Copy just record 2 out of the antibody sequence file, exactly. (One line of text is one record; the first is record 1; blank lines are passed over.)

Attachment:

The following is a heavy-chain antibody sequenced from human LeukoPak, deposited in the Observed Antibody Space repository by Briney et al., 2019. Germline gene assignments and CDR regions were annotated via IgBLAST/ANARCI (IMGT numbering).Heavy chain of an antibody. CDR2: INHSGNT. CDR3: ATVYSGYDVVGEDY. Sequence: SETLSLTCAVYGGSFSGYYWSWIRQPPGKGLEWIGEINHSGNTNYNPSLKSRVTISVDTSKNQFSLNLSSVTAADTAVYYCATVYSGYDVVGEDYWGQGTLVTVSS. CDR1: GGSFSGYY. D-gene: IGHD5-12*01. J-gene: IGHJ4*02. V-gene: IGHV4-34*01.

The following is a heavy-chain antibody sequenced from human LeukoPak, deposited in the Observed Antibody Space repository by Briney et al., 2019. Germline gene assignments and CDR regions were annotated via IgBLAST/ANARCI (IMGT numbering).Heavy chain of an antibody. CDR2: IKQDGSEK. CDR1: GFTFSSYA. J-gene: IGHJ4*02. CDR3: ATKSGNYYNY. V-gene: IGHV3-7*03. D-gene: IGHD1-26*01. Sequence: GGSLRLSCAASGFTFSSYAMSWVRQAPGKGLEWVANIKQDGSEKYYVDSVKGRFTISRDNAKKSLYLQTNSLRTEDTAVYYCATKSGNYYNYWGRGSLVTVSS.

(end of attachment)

The following is a heavy-chain antibody sequenced from human LeukoPak, deposited in the Observed Antibody Space repository by Briney et al., 2019. Germline gene assignments and CDR regions were annotated via IgBLAST/ANARCI (IMGT numbering).Heavy chain of an antibody. CDR2: IKQDGSEK. CDR1: GFTFSSYA. J-gene: IGHJ4*02. CDR3: ATKSGNYYNY. V-gene: IGHV3-7*03. D-gene: IGHD1-26*01. Sequence: GGSLRLSCAASGFTFSSYAMSWVRQAPGKGLEWVANIKQDGSEKYYVDSVKGRFTISRDNAKKSLYLQTNSLRTEDTAVYYCATKSGNYYNYWGRGSLVTVSS.